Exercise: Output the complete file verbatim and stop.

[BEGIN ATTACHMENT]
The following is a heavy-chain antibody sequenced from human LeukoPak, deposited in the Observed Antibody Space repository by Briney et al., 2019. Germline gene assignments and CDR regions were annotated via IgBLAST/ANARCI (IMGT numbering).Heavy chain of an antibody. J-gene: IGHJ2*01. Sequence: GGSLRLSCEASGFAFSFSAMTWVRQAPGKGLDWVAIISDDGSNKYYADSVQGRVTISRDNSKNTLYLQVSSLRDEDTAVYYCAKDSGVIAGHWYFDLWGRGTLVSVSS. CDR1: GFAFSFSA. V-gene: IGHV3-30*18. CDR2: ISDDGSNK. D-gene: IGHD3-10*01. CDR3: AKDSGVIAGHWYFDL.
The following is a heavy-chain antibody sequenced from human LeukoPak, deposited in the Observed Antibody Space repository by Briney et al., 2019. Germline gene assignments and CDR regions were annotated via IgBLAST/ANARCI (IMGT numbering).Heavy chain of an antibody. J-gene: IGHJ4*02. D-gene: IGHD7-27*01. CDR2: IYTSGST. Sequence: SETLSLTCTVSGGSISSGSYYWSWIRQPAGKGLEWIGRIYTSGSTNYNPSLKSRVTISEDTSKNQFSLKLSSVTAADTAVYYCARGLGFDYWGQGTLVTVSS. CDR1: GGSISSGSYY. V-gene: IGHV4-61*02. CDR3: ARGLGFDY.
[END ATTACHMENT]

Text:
The following is a heavy-chain antibody sequenced from human LeukoPak, deposited in the Observed Antibody Space repository by Briney et al., 2019. Germline gene assignments and CDR regions were annotated via IgBLAST/ANARCI (IMGT numbering).Heavy chain of an antibody. J-gene: IGHJ2*01. Sequence: GGSLRLSCEASGFAFSFSAMTWVRQAPGKGLDWVAIISDDGSNKYYADSVQGRVTISRDNSKNTLYLQVSSLRDEDTAVYYCAKDSGVIAGHWYFDLWGRGTLVSVSS. CDR1: GFAFSFSA. V-gene: IGHV3-30*18. CDR2: ISDDGSNK. D-gene: IGHD3-10*01. CDR3: AKDSGVIAGHWYFDL.
The following is a heavy-chain antibody sequenced from human LeukoPak, deposited in the Observed Antibody Space repository by Briney et al., 2019. Germline gene assignments and CDR regions were annotated via IgBLAST/ANARCI (IMGT numbering).Heavy chain of an antibody. J-gene: IGHJ4*02. D-gene: IGHD7-27*01. CDR2: IYTSGST. Sequence: SETLSLTCTVSGGSISSGSYYWSWIRQPAGKGLEWIGRIYTSGSTNYNPSLKSRVTISEDTSKNQFSLKLSSVTAADTAVYYCARGLGFDYWGQGTLVTVSS. CDR1: GGSISSGSYY. V-gene: IGHV4-61*02. CDR3: ARGLGFDY.